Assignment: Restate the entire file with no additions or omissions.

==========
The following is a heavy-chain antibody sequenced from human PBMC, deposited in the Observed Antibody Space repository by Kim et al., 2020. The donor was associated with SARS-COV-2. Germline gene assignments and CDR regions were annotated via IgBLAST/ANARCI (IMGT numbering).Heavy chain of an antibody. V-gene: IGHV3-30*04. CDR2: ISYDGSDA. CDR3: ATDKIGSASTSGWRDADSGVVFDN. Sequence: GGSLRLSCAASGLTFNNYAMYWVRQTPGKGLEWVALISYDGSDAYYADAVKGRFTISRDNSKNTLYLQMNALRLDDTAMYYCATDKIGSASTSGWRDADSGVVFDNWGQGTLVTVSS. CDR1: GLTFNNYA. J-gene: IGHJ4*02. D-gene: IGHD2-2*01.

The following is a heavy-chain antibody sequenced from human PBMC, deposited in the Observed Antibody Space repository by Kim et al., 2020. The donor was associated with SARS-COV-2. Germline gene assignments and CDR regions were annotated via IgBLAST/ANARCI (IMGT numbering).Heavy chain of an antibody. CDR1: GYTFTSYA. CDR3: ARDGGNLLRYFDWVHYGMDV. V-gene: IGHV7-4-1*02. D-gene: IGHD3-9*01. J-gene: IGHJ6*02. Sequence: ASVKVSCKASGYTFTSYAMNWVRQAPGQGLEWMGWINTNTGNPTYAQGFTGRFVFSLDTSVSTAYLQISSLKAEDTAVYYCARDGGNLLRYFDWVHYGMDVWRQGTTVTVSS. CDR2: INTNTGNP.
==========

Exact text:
The following is a heavy-chain antibody sequenced from human PBMC, deposited in the Observed Antibody Space repository by Kim et al., 2020. The donor was associated with SARS-COV-2. Germline gene assignments and CDR regions were annotated via IgBLAST/ANARCI (IMGT numbering).Heavy chain of an antibody. V-gene: IGHV3-30*04. CDR2: ISYDGSDA. CDR3: ATDKIGSASTSGWRDADSGVVFDN. Sequence: GGSLRLSCAASGLTFNNYAMYWVRQTPGKGLEWVALISYDGSDAYYADAVKGRFTISRDNSKNTLYLQMNALRLDDTAMYYCATDKIGSASTSGWRDADSGVVFDNWGQGTLVTVSS. CDR1: GLTFNNYA. J-gene: IGHJ4*02. D-gene: IGHD2-2*01.

The following is a heavy-chain antibody sequenced from human PBMC, deposited in the Observed Antibody Space repository by Kim et al., 2020. The donor was associated with SARS-COV-2. Germline gene assignments and CDR regions were annotated via IgBLAST/ANARCI (IMGT numbering).Heavy chain of an antibody. CDR1: GYTFTSYA. CDR3: ARDGGNLLRYFDWVHYGMDV. V-gene: IGHV7-4-1*02. D-gene: IGHD3-9*01. J-gene: IGHJ6*02. Sequence: ASVKVSCKASGYTFTSYAMNWVRQAPGQGLEWMGWINTNTGNPTYAQGFTGRFVFSLDTSVSTAYLQISSLKAEDTAVYYCARDGGNLLRYFDWVHYGMDVWRQGTTVTVSS. CDR2: INTNTGNP.